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|EVERTON FC: SHARES
|Share Distribution||Who currently owns Everton Shares?|
|Fortress Sports Fund||How would this have affected shareholdings?|
|Share Price History||A fiscal roller-coaster story of questionable accuracy|
|Shareholders Association||Just as it says. Follow the link for more info.|
|2008 EGM||A Transcript on the EGM held in September 2008|
|2007 AGM||A Report on the AGM held in December 2007|
|2006 AGM||A Report on the AGM held in December 2006|
|2005 AGM||A Report on the AGM held in November 2005|
|2004 AGM||A Report on the AGM held in December 2004|
|2004 EGM||A Report on the EGM held in September 2004|
|2003 AGM||A Report on the AGM held in October 2003|
|2002 AGM||A Report on the AGM held in October 2002|
|2001 AGM||A Report on the AGM held in December 2001|
|2000 AGM||Phil Pellow's Report on the AGM held in December 2000|
|1999 AGM||Report on the AGM held in September 1999|
Shares in Everton FC Co Ltd are closely held. They are privately traded and do not often become available, rare transactions generally being through the club's brokers, Blankstone Sington. There is no official share price, so the cost of shares is governed by how much one is prepared to sell or pay for them, with the price dropping significantly for bulk lots. Individual shares are currently changing hands for somewhere in the range of £1,500 to £2,000, showing an increase in value on previous years. During the Moyes era, the price stayed remarkably stable (around £1.500), apparently inured to the changing fortunes of the club and its perceived value (or debts!).
Everton's Annual Accounts include a listing of share ownership at Board level. This was the situation at the end of May 2014:
Chairman Bill Kenwright added shares to his portfolio in 2011. For
comparison, this was the share distribution in the Everton Boardroom, reported in the Annual Accounts at the end of May 2008:
The Articles of Association used to require that each director hold at least 3 shares in The Company... a requirement that Keith Wyness dodged somehow for a number of years. However, he left under mysterious circumstances in July 2008 and is unlikely to be heard of again. He was effectively silenced by Earl and Green following a dash across the Med in Sir Philips yacht.
Prior to that, Paul and Anita Gregg left the Everton Board after selling their shares to Robert Earl in 2006. Sir Philip Carter (721 Shares), Keith Tamlin (119 Shares) and Arthur Abercromby (1,935 Shares) all left the Board in the summer of 2004, with Sir Philip Carter retuning in August 2008.
The estimated share value (January 2015) is not much increased from the £1,200 reputedly paid by Robert Earl for the Greggs' shares in 2004. With 35,000 shares outstanding, this gives the club a nominal book-value of around £30M. At that time, almost 25,000 Everton shares were held by True Blue Holdings, the consortium Bill Kenwright put together (with the help of Paul Gregg and John Woods) to buy out Peter Johnson in 1999 (see below). TBH was voluntarily wound up on 2 December 2004. Paul Gregg and family later sold their approximately 8,146 Everton shares, making around a £2M profit on their £7M investment in the Club.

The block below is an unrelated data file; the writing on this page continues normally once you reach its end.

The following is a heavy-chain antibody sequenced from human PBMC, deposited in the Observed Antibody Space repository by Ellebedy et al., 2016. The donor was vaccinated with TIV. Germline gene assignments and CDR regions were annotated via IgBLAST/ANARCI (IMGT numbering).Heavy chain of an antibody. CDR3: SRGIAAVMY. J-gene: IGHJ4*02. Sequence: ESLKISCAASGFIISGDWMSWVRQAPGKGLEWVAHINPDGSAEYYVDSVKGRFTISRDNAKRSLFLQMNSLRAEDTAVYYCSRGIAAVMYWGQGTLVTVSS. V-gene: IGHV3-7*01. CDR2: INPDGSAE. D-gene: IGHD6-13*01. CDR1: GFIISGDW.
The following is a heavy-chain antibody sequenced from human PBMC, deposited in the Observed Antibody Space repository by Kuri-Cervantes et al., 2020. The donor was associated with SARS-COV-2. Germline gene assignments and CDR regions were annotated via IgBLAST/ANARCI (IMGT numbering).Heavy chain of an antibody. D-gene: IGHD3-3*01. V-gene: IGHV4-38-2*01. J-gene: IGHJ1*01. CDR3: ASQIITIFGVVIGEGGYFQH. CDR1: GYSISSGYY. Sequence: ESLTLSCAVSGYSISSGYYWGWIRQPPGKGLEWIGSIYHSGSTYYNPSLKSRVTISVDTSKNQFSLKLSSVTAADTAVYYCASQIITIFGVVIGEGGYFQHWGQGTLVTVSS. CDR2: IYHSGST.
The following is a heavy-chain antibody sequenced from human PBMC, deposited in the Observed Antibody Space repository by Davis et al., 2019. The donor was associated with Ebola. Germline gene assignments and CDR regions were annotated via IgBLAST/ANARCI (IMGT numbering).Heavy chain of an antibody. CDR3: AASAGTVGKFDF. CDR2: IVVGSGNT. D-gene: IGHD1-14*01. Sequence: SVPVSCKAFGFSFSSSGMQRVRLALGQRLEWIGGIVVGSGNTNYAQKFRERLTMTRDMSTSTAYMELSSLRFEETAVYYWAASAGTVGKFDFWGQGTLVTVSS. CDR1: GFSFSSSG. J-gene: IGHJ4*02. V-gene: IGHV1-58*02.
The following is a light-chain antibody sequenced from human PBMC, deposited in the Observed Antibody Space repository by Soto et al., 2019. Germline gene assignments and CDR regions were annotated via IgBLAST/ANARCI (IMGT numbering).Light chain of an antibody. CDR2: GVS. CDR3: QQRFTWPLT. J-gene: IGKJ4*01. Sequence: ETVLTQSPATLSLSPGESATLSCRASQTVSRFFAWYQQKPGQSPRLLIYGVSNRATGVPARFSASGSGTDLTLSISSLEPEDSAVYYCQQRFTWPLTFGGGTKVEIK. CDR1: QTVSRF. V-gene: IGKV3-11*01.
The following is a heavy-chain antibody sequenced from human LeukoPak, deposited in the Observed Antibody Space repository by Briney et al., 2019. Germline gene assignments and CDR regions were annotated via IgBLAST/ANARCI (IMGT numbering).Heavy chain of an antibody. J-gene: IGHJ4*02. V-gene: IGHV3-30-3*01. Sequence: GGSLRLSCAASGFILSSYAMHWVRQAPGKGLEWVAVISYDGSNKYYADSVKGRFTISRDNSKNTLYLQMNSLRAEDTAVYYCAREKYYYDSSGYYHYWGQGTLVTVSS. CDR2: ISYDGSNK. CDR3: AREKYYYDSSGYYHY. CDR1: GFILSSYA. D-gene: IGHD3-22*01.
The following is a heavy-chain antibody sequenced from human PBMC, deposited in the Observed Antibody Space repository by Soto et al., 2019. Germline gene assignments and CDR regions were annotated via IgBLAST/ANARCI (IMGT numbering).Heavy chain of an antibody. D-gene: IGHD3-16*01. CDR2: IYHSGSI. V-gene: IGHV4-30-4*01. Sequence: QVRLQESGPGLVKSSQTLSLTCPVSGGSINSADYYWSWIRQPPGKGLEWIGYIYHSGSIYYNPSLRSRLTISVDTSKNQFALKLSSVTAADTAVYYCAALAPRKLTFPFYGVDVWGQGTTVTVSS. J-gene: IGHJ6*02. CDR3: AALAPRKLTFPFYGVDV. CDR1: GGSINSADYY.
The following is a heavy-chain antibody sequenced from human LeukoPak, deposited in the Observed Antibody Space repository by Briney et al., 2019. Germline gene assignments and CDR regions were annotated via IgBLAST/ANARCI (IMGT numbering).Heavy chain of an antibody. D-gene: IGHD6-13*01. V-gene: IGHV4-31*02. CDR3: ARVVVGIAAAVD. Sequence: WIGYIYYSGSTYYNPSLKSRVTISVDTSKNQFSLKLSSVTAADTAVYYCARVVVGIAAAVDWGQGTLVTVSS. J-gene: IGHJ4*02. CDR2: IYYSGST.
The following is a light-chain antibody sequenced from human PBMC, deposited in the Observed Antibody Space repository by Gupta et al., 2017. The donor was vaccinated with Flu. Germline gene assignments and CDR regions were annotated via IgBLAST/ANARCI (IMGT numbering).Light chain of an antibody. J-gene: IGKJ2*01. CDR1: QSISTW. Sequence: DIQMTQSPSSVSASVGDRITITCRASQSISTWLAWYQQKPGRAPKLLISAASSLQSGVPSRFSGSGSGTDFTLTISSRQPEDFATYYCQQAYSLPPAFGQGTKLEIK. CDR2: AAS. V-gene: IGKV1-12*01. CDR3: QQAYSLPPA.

Lord Grantchester (a member of the Moores Family) owns 2,773 (7.9%)
Everton shares. That leaves around 5,600 shares (16%) owned by others, including
200 - 300 regular fans with as few as one share each.
|With the dissolution of True Blue Holdings
confirmed in early 2005, some foolishly believed this would pave the way for the promised and much
heralded investment from Christopher Samuelson's Fortress Sports
Fund, a Brunei-based entity set up for a select group of international
investors to put their money into promising sports ventures, not the least
of them being Everton FC. This is how it was supposed to have
Tranche 1: FSF wanted to invest initially £12.8M in the form of new shares (approximately 14,936 at £857) that would give them a 29.9% stake in the resulting company, increasing its book value to over £42M. For this to happen, there would have had to be a vote by existing shareholders (at a new EGM), 75% of whom would have had to approve the deal.
The concern amongst shareholders (primarily Paul Gregg) was that this would dilute his holding in Everton, and limit the power he could exercise. By our calculation, he and his immediate family members commanded 23.3% of Everton shares at the time (see below); so, with a strategic alliance, it would have been relatively easy for him to garner more than the 25% needed to defeat any motion for the issuance of new shares that was required to make the FSF deal a reality.
If Tranche 1 had gone ahead, the total number of Everton Shares would have risen to around 50,000, with the additional investment boosting the value of the company in such a way that the individual value of shares (and therefore the share price) should not be adversely affected. The power balance would shift, however, with Kenwright's 25% slipping to 17.5%, the Gregg family to 16.3%, and so on. The minor shareholders would have represented only 11.1% of the cub ownership.
Tranche 2: FSF then wanted to invest another £17M a year or so down the road, in the form of more new shares (approximately 20,164 at £857) that would give them overall a 50.1% stake in the resulting company, increasing it's book value to over £60M. There would presumably have needed to be another vote by existing shareholders, 75% of whom must approve the deal.
If Tranche 2 had followed, the total number of Everton Shares would likely have risen to around 70,100, with the additional investment boosting the value of the company in such a way that the individual value of shares (and therefore the share price) would not be adversely affected (we are still working on Bill's quoted figure of £857). The power balance would have suffered another seismic shift, with Kenwright slipping to 12.5%, the Gregg family to 11.6%, and so on. The minor shareholders would have represented a paltry 7.9%. Hardly the direction of a Supporters Trust...
In December 2005, Paul Gregg is reportedly to have said that the FSF deal is thus "dead in the water"... Thankfully, Paul Gregg was right; and the Fortress Sports Fund fiasco was dead in the water, with no more embarrassing question for "life-long Evertonian" Christopher Samuleson about such mundane things as the name of the bloke who scored the winning goal in the 1966 FA Cup Final....
RECENT SHARE HISTORY
For our ToffeeWeb readers, we have collated an approximate history of Everton share prices and related activity (in reverse chronological order) going back to the end of the Moores Era in 1994.